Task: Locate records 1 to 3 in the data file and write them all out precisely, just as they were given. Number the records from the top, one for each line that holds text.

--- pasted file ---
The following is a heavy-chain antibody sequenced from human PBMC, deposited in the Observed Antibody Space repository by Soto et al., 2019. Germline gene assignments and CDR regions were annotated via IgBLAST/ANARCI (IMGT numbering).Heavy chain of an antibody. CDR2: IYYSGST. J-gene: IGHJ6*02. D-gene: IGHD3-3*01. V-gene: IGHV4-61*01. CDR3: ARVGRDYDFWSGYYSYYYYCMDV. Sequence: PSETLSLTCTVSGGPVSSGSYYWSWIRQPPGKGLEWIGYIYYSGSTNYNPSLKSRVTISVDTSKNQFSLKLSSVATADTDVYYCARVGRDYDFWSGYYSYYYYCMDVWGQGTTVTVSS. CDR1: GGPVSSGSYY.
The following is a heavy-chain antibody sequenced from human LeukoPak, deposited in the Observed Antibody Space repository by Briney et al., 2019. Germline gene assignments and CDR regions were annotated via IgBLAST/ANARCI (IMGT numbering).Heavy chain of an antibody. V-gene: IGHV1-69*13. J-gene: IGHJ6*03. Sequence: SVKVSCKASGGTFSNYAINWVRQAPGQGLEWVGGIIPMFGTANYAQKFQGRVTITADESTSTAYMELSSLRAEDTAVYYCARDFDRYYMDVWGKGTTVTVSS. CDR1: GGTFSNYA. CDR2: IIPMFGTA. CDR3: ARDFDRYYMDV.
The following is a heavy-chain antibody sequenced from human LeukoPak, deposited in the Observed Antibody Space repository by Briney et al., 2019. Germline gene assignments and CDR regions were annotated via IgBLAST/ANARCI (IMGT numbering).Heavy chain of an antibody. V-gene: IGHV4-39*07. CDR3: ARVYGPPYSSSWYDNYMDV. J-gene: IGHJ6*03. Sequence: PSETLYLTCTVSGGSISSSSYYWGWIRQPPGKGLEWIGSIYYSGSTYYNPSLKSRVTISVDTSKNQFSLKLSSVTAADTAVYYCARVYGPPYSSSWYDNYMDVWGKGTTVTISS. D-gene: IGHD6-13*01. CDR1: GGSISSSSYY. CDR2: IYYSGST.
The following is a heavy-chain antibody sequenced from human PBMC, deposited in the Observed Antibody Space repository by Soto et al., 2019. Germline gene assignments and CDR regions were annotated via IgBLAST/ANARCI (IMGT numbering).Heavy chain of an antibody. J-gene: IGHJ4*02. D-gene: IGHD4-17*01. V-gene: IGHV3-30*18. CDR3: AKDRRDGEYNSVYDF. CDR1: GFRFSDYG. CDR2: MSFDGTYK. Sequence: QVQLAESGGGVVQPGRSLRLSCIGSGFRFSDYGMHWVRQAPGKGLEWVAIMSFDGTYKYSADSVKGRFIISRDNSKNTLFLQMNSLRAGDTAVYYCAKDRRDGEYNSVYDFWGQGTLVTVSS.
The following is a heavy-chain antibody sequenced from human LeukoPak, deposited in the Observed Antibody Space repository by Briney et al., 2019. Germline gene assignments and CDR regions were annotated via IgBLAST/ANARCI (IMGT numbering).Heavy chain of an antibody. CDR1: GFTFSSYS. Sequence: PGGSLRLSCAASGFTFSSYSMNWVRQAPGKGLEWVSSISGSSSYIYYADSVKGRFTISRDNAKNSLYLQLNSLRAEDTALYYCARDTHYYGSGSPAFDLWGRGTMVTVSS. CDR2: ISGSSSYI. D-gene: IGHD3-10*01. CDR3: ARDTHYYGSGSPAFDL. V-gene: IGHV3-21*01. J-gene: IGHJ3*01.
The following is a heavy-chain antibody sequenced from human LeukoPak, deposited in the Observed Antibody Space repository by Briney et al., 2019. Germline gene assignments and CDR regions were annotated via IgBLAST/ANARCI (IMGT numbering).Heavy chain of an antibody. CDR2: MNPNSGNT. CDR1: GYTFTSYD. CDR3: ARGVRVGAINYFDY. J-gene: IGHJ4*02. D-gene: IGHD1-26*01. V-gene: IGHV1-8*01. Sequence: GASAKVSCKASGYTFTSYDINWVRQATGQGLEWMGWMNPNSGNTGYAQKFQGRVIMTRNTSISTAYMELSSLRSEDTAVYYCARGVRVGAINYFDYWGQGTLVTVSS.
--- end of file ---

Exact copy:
The following is a heavy-chain antibody sequenced from human PBMC, deposited in the Observed Antibody Space repository by Soto et al., 2019. Germline gene assignments and CDR regions were annotated via IgBLAST/ANARCI (IMGT numbering).Heavy chain of an antibody. CDR2: IYYSGST. J-gene: IGHJ6*02. D-gene: IGHD3-3*01. V-gene: IGHV4-61*01. CDR3: ARVGRDYDFWSGYYSYYYYCMDV. Sequence: PSETLSLTCTVSGGPVSSGSYYWSWIRQPPGKGLEWIGYIYYSGSTNYNPSLKSRVTISVDTSKNQFSLKLSSVATADTDVYYCARVGRDYDFWSGYYSYYYYCMDVWGQGTTVTVSS. CDR1: GGPVSSGSYY.
The following is a heavy-chain antibody sequenced from human LeukoPak, deposited in the Observed Antibody Space repository by Briney et al., 2019. Germline gene assignments and CDR regions were annotated via IgBLAST/ANARCI (IMGT numbering).Heavy chain of an antibody. V-gene: IGHV1-69*13. J-gene: IGHJ6*03. Sequence: SVKVSCKASGGTFSNYAINWVRQAPGQGLEWVGGIIPMFGTANYAQKFQGRVTITADESTSTAYMELSSLRAEDTAVYYCARDFDRYYMDVWGKGTTVTVSS. CDR1: GGTFSNYA. CDR2: IIPMFGTA. CDR3: ARDFDRYYMDV.
The following is a heavy-chain antibody sequenced from human LeukoPak, deposited in the Observed Antibody Space repository by Briney et al., 2019. Germline gene assignments and CDR regions were annotated via IgBLAST/ANARCI (IMGT numbering).Heavy chain of an antibody. V-gene: IGHV4-39*07. CDR3: ARVYGPPYSSSWYDNYMDV. J-gene: IGHJ6*03. Sequence: PSETLYLTCTVSGGSISSSSYYWGWIRQPPGKGLEWIGSIYYSGSTYYNPSLKSRVTISVDTSKNQFSLKLSSVTAADTAVYYCARVYGPPYSSSWYDNYMDVWGKGTTVTISS. D-gene: IGHD6-13*01. CDR1: GGSISSSSYY. CDR2: IYYSGST.